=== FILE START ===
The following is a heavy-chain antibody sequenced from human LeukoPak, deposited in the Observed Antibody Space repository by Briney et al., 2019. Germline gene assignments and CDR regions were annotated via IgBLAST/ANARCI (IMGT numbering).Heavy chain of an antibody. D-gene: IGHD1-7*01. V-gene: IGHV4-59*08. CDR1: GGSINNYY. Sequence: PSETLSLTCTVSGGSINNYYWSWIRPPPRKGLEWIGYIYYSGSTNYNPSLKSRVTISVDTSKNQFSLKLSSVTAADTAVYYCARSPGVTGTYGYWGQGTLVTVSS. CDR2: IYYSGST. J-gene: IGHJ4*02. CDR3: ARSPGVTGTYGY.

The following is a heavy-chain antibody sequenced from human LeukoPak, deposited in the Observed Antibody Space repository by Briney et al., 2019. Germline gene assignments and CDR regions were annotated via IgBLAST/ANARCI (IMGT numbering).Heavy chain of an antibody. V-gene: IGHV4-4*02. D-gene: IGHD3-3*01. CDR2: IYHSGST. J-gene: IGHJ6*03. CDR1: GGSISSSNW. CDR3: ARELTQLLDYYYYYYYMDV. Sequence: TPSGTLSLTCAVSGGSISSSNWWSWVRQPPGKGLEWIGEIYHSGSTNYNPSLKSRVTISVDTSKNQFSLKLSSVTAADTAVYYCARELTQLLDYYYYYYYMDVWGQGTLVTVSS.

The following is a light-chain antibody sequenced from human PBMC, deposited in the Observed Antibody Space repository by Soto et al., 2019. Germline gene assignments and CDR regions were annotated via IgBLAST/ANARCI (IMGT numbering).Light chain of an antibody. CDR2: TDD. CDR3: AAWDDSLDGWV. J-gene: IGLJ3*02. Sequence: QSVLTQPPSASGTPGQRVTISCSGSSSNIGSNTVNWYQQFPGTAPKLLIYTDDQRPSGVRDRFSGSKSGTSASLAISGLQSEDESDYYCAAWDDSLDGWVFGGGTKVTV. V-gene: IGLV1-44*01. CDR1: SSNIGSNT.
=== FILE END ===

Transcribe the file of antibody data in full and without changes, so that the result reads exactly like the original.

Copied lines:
The following is a heavy-chain antibody sequenced from human LeukoPak, deposited in the Observed Antibody Space repository by Briney et al., 2019. Germline gene assignments and CDR regions were annotated via IgBLAST/ANARCI (IMGT numbering).Heavy chain of an antibody. D-gene: IGHD1-7*01. V-gene: IGHV4-59*08. CDR1: GGSINNYY. Sequence: PSETLSLTCTVSGGSINNYYWSWIRPPPRKGLEWIGYIYYSGSTNYNPSLKSRVTISVDTSKNQFSLKLSSVTAADTAVYYCARSPGVTGTYGYWGQGTLVTVSS. CDR2: IYYSGST. J-gene: IGHJ4*02. CDR3: ARSPGVTGTYGY.

The following is a heavy-chain antibody sequenced from human LeukoPak, deposited in the Observed Antibody Space repository by Briney et al., 2019. Germline gene assignments and CDR regions were annotated via IgBLAST/ANARCI (IMGT numbering).Heavy chain of an antibody. V-gene: IGHV4-4*02. D-gene: IGHD3-3*01. CDR2: IYHSGST. J-gene: IGHJ6*03. CDR1: GGSISSSNW. CDR3: ARELTQLLDYYYYYYYMDV. Sequence: TPSGTLSLTCAVSGGSISSSNWWSWVRQPPGKGLEWIGEIYHSGSTNYNPSLKSRVTISVDTSKNQFSLKLSSVTAADTAVYYCARELTQLLDYYYYYYYMDVWGQGTLVTVSS.

The following is a light-chain antibody sequenced from human PBMC, deposited in the Observed Antibody Space repository by Soto et al., 2019. Germline gene assignments and CDR regions were annotated via IgBLAST/ANARCI (IMGT numbering).Light chain of an antibody. CDR2: TDD. CDR3: AAWDDSLDGWV. J-gene: IGLJ3*02. Sequence: QSVLTQPPSASGTPGQRVTISCSGSSSNIGSNTVNWYQQFPGTAPKLLIYTDDQRPSGVRDRFSGSKSGTSASLAISGLQSEDESDYYCAAWDDSLDGWVFGGGTKVTV. V-gene: IGLV1-44*01. CDR1: SSNIGSNT.